In Haiti, public unrest is growing as the lead of Presidential front-runner Rene Preval continues to decline. After initial returns gave him over 60% percent of the vote, Preval’s share has fallen below the 50% needed to avoid a run-off vote. Two voting officials have charged Haiti’s electoral council with “manipulation.” On Monday, thousands of Preval supporters took to the streets around the capital of Port-au-Prince. Witnesses said United Nations troops fired into a crowd of un-armed protesters when they refused to let their convoy pass. At least two people were reported killed and another four injured.
The Bush administration is on the defensive over Vice President Dick Cheney’s accidental shooting of hunting companion and Republican fundraiser Harry Whittington at a Texas ranch Saturday. Whittington is reported to be in stable condition. It took the White House at least 19 hours to inform the public — and only after a local Texas newspaper broke the story. Cheney is also coming under criticism for violating Texas game law. On Monday, state officials said Cheney had not purchased a stamp required for bird hunting.
In other news, the New York Times is reporting the US and Israel are considering a campaign to destabilize the Palestinian Authority so that Palestinians will grow frustrated and force a Hamas-led government to call new elections. According to anonymous US and Israeli officials, one of the main options under consideration is starving the Palestinian Authority of money and aid.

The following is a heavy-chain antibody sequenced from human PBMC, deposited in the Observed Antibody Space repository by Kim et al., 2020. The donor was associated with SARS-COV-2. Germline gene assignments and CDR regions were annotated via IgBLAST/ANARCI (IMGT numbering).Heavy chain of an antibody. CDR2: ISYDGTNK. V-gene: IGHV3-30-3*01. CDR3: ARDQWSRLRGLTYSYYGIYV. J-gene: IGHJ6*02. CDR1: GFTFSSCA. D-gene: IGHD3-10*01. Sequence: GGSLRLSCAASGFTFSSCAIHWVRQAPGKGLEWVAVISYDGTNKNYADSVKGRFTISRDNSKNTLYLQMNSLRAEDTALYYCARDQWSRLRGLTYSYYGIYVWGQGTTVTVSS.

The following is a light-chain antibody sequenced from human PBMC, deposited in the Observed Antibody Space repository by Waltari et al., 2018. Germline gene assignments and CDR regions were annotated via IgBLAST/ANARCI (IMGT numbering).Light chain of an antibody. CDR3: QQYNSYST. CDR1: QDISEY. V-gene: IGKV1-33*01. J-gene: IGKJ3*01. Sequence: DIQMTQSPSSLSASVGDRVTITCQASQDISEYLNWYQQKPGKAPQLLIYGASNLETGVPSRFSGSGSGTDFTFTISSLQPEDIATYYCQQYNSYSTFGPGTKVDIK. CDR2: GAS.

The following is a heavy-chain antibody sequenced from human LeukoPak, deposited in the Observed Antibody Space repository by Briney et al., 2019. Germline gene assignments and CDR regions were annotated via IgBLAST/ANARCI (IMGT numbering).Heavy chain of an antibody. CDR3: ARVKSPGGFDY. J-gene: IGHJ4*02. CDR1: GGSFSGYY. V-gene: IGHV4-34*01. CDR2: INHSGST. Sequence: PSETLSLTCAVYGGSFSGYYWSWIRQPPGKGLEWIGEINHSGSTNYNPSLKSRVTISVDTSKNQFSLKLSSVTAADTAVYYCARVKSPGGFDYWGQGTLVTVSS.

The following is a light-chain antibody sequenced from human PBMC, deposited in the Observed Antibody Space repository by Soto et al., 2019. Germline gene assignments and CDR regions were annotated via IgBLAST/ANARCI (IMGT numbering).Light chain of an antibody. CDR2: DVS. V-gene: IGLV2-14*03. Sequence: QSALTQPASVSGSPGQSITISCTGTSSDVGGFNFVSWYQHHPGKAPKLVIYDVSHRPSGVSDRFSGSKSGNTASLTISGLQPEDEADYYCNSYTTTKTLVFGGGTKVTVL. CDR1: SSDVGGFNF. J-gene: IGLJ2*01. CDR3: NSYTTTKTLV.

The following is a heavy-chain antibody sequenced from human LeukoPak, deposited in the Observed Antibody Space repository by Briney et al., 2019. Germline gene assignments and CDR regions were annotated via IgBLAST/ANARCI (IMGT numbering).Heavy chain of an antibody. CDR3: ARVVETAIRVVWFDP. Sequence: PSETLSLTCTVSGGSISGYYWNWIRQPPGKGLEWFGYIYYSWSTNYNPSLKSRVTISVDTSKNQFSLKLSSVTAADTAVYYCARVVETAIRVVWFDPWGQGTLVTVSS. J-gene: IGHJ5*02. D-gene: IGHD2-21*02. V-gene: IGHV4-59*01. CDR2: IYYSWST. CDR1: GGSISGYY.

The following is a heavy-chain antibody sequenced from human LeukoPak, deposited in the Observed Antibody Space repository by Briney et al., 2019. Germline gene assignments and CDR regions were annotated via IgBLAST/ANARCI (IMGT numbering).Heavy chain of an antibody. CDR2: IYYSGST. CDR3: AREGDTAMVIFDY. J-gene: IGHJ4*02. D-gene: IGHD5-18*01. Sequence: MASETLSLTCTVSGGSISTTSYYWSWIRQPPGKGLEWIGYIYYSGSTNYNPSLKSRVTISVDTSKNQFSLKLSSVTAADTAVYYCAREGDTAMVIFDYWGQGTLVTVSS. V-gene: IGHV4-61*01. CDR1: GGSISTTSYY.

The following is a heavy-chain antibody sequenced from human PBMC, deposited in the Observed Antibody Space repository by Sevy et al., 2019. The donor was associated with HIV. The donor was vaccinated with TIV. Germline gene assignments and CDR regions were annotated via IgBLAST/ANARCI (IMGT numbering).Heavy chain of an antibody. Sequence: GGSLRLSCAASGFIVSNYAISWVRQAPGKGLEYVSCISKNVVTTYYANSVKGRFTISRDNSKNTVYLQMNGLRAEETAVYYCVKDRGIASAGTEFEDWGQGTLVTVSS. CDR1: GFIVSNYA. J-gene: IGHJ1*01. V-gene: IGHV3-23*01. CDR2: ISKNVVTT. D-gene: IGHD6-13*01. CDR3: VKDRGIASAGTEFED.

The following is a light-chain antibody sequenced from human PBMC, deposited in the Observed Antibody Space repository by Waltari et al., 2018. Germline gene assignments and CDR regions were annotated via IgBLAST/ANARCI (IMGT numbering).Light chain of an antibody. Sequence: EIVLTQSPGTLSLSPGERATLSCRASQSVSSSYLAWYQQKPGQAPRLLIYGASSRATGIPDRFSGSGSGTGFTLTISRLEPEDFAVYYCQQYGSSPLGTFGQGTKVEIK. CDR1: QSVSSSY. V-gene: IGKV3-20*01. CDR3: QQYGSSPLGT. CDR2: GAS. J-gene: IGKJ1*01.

In Iran, the government says it has resumed small-scale enrichment of uranium, defying an international effort to limit its nuclear activity. The news comes amid fresh speculation over a possible US attack on Iran. Over the weekend, the Sunday Telegraph reported the Pentagon has drawn up an attack plan as a last resort to stop Iran from developing nuclear weapons. An anonymous senior Pentagon official said: “This is more than just the standard military contingency assessment… This has taken on much greater urgency in recent months.”
Back in the United States, the Associated Press is reporting three former associates of indicted lobbyist Jack Abramoff say he frequently told them he had strong ties to the White House through senior Presidential advisor Karl Rove. On Monday, the White House said Rove considers Abramoff to be a “casual acquaintance.” New questions concerning Abramoff’s ties to the White House have arisen with the publication of an e-mail in which Abramoff said he had met with President Bush in “almost a dozen settings.” On Saturday, Time magazine published a photograph on its website of Abramoff attending a White House gathering hosted by President Bush in May 2001. The White House had previously said there was no record of Abramoff attending the event. They’ve also refused to release several other photos reportedly showing Abramoff with the President.
The New York Times is reporting of what it calls “one of the biggest giveaways of oil and gas in American history.” Under a Congressional measure enacted ten years ago to encourage drilling, energy companies will be allowed to extract about $65 billion worth of oil and natural gas from federal land over the next five years without paying taxpayers any royalties. According to the Times, the government will give up over $7 billion ” in lost royalties over the next five years.
And finally, a new report from the Government Accountability Office says the Bush administration has spent over $1.6 billion on advertising and public relations contracts in the last two years. Of this amount, the Pentagon has been the biggest spender, paying $1.1 billion for recruitment campaigns and other public relations efforts.
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